Live Updates: Tornadoes Rip Through Several States, Killing One at a Nursing Home
Communities in at least five states scrambled early Saturday to assess the damage from a string of powerful storms and tornadoes the night before that killed at least one person at an Arkansas nursing home and caused a roof to collapse at an Amazon warehouse in Illinois, leaving workers trapped inside.
Gov. Andy Beshear of Kentucky said that it was likely that at least 50 people had died in the storms in his state and that the number was expected to climb sharply after what he described as “a historic weather event.”
“The reports are really depressing,” he told the local news channel WLKY. “We had one tornado on the ground continuously for more than 200 miles in Kentucky. It hit Mayfield as hard as just about any town, maybe other than West Liberty, has ever been hit.”
“We know that we are likely to have 50 deaths, if not significantly north of that, from this event,” he said. “We are hurting for our Kentucky families out there.”
A tornado hit the Arkansas nursing home, Monette Manor in the city of Monette, about 8:15 p.m. on Friday, prompting a large response from the police and emergency workers in the area, according to Marvin Day, the Craighead County judge.
Search-and-rescue workers found one person who had died and five who had been seriously injured, Mr. Day said, correcting an earlier report that at least two people had been killed. Mr. Day said that other residential buildings in the area had also been damaged.
“It’s just really heartbreaking,” he said.
Police officers and emergency workers also responded to reports that the roof of an Amazon warehouse had collapsed in Edwardsville, Ill.
The Edwardsville Police Department said in a brief statement early Saturday that an Amazon warehouse had suffered a “partial building collapse” after a severe weather event occurred on the city’s west end at 8:33 p.m. on Friday. A search-and-rescue operation was udnerway, the statement said.
A dispatcher who answered the phone at the police department on Saturday morning said that he had no comment.
UPDATE: We’ve learned about 40 Amazon employees were taken to the Pontoon Beach Police Dept. We spoke to a man who was at the warehouse – he described seeing people buried under debris and cars tossed into a retention pond. https://t.co/LhFhs3fKUW
— Susan El Khoury (@SusanElKhoury) December 11, 2021
Herbert Simmons, the director of the St. Clair County Emergency Management Agency, said late Friday that local officials were responding to an “active scene” at the warehouse. “Right now, our concern is trying to get people who are trapped,” he said, adding that he was not sure how many people might be in the building.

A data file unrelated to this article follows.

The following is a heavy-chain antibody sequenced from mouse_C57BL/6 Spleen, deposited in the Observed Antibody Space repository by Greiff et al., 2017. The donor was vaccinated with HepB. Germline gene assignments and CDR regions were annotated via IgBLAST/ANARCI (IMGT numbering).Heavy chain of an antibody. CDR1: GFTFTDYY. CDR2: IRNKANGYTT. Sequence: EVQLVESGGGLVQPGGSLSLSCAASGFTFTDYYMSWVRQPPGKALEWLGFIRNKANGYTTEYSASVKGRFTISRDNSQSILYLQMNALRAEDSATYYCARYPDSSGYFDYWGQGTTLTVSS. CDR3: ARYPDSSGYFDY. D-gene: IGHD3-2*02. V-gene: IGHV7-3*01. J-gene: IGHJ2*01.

A BBC reporter at the scene said around the same time that about 100 people were believed to have been inside.
Gov. J.B. Pritzker of Illinois said on Twitter that the State Police and emergency management officials were working with local officials and that he would continue monitoring the situation.
Amazon did not immediately respond to a request for comment.
At least five states were hit by tornadoes on Friday night, including Illinois, Kentucky, Tennessee, Missouri and Arkansas, said Bill Bunting, operations chief at the Storm Prediction Center, part of the National Weather Service.
Mr. Bunting said the tornadoes were part of the same weather system that was wreaking havoc in many parts of the country, causing substantial snowfall across parts of the upper Midwest and western Great Lakes.
The damage in Arkansas came after a severe thunderstorm produced a tornado that was tearing through the region, according to the National Weather Service. As of 9:17 p.m., the storm was near Trumann, Ark., and moving northeast at 55 miles per hour, bringing with it a tornado and quarter-sized hail, the Weather Service said.
On Friday night, the Weather Service had issued a tornado warning for several counties in eastern Arkansas and southeastern Missouri.
“Remember, there are people affected by all these tornadoes,” Craig Ceecee, a meteorologist and a graduate student at Mississippi State University, said on Twitter late Friday as he tracked tornadoes across Kentucky. “Communities being hit hard. And we won’t know how bad it is until morning. We have to think and pray for those being affected.”